Geely has revealed its latest concept car, and while Vision Starburst may be enough to make a Cadillac designer do a double-take, there’s no arguing with the fact that it’s a mighty handsome sedan. Intended to illustrate the Chinese automaker’s “Expanding Cosmos” design philosophy, Vision Starburst combines sharp creases with some eye-catching LED strips.
“In the conceptual design form, bursting energy and constant outward tension result in a twisted profile with curved surfaces that appear to rotate and stretch,” Geely says of the concept car. “In its details, the design takes inspiration from stellar rays and waves in the folding and crossing of lines and surfaces.”
That means a bigger front grille, bracketed with a continuous light strip that runs all the way from the lower vents and up along the leading edge of the hood. The rear makes even more lavish use of LEDs, with a trunk-spanning light strip that connects two chevron-shaped clusters.
Side-on, the Vision Starburst is firmly of the “four-door coupe” body of styling. The back doors are well hidden into the muscular rear arches, and then in true concept fashion they and their front counterparts hinge up rather than out. All the better, indeed, to showcase the new cabin aesthetic.
That combines the current fashion for extensive ambient lighting with a floating center console touchscreen, borderless instruments, and a UX which extends beyond the confines of the traditional gauges.
Geely doesn’t intend to make the Vision Starburst into a production model, or at least that’s the message now. Instead, it’s intended as a preview of the company’s new design language, which it intends to spread across future Geely Auto models. The automaker may not be a familiar name in the US yet, though it owns Volvo and bankrolls Polestar, among other more recognizable names.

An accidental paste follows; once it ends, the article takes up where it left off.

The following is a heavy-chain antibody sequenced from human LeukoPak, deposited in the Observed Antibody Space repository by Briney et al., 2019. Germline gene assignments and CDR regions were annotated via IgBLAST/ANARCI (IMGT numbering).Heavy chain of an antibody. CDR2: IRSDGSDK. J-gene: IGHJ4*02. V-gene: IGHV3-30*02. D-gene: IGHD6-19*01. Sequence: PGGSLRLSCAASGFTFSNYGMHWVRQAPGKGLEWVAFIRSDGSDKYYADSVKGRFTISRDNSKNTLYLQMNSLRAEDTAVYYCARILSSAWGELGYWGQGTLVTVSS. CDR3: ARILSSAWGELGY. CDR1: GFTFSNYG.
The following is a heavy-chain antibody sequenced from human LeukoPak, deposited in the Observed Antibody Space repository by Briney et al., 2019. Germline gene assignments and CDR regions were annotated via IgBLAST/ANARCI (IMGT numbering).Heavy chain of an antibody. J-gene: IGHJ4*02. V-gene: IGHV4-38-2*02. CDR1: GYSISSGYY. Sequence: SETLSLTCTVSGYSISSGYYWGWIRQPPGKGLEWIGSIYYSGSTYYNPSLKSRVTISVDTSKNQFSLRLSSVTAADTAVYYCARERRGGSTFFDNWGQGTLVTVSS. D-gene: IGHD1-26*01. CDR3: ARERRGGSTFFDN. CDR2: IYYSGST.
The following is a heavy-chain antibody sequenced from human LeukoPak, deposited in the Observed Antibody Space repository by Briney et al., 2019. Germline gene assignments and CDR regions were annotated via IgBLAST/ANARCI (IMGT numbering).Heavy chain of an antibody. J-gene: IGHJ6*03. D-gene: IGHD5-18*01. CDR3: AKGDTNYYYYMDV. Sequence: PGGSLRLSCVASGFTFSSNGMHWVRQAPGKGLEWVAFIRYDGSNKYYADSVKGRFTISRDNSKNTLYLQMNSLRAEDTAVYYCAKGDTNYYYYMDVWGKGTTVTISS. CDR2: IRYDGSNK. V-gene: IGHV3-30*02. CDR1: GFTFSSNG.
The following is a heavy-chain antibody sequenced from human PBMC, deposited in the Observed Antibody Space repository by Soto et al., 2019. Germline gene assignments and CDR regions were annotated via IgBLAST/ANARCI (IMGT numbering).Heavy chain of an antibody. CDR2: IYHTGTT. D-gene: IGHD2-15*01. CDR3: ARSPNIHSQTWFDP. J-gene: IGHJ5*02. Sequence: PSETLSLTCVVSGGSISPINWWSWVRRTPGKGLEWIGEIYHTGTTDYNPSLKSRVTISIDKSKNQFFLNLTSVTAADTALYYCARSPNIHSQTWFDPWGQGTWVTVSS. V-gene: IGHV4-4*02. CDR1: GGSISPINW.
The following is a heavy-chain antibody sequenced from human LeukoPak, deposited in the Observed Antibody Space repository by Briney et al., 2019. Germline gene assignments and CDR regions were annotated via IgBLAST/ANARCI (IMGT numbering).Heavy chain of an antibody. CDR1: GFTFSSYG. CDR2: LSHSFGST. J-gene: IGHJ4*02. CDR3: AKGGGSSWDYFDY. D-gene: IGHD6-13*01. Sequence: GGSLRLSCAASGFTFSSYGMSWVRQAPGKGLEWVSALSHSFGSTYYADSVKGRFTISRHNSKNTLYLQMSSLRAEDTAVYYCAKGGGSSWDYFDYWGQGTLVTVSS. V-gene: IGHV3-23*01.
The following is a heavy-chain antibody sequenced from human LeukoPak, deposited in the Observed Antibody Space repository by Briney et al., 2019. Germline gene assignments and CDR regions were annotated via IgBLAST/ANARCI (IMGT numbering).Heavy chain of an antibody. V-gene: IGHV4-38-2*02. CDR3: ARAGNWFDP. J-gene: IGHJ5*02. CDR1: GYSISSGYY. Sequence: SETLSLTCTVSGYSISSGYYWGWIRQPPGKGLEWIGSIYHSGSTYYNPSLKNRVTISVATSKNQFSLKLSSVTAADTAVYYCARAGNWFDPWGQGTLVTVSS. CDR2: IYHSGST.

It’s fair to say that the design team at Cadillac should probably be feeling a little proud: it’s hard not to see some elements in the Vision Starburst that are strongly reminiscent of previous Cadillac models and concepts. The upcoming Cadillac LYRIQ electric crossover, in particular, feels like it has some overlap, along with other design exercises by GM’s luxury arm.
Still, the auto industry can be prone to flights of collaborative fancy when it comes to design. The “floating rear pillar” is a good example of that, as automakers attempted to stop their SUVs and crossovers from looking top-heavy by blacking out sections of the C- and D-pillars, while increasing amounts of LED lighting and slimmer, more angular exterior lamp clusters are another popular trend. The big question, as always, is just how much of that can actually translate to vehicles in dealerships, something some automakers are much more successful at than others.